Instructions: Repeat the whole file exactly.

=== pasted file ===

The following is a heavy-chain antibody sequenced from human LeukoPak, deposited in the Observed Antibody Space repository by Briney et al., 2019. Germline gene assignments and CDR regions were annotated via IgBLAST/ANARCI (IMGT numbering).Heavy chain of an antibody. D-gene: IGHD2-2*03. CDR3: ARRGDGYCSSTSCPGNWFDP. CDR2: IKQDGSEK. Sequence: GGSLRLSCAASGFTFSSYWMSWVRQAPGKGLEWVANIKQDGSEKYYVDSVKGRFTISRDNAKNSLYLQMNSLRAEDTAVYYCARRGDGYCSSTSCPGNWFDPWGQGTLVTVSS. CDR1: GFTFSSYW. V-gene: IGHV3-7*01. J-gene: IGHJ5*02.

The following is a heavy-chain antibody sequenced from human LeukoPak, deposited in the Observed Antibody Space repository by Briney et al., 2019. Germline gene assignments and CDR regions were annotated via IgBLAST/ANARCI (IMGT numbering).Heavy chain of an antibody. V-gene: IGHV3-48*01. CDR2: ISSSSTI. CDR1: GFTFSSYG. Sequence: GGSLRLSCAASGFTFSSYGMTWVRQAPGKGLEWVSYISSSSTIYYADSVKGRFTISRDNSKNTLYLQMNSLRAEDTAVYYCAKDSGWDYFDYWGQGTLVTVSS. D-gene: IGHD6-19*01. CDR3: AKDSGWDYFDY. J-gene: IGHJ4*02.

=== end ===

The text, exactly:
The following is a heavy-chain antibody sequenced from human LeukoPak, deposited in the Observed Antibody Space repository by Briney et al., 2019. Germline gene assignments and CDR regions were annotated via IgBLAST/ANARCI (IMGT numbering).Heavy chain of an antibody. D-gene: IGHD2-2*03. CDR3: ARRGDGYCSSTSCPGNWFDP. CDR2: IKQDGSEK. Sequence: GGSLRLSCAASGFTFSSYWMSWVRQAPGKGLEWVANIKQDGSEKYYVDSVKGRFTISRDNAKNSLYLQMNSLRAEDTAVYYCARRGDGYCSSTSCPGNWFDPWGQGTLVTVSS. CDR1: GFTFSSYW. V-gene: IGHV3-7*01. J-gene: IGHJ5*02.

The following is a heavy-chain antibody sequenced from human LeukoPak, deposited in the Observed Antibody Space repository by Briney et al., 2019. Germline gene assignments and CDR regions were annotated via IgBLAST/ANARCI (IMGT numbering).Heavy chain of an antibody. V-gene: IGHV3-48*01. CDR2: ISSSSTI. CDR1: GFTFSSYG. Sequence: GGSLRLSCAASGFTFSSYGMTWVRQAPGKGLEWVSYISSSSTIYYADSVKGRFTISRDNSKNTLYLQMNSLRAEDTAVYYCAKDSGWDYFDYWGQGTLVTVSS. D-gene: IGHD6-19*01. CDR3: AKDSGWDYFDY. J-gene: IGHJ4*02.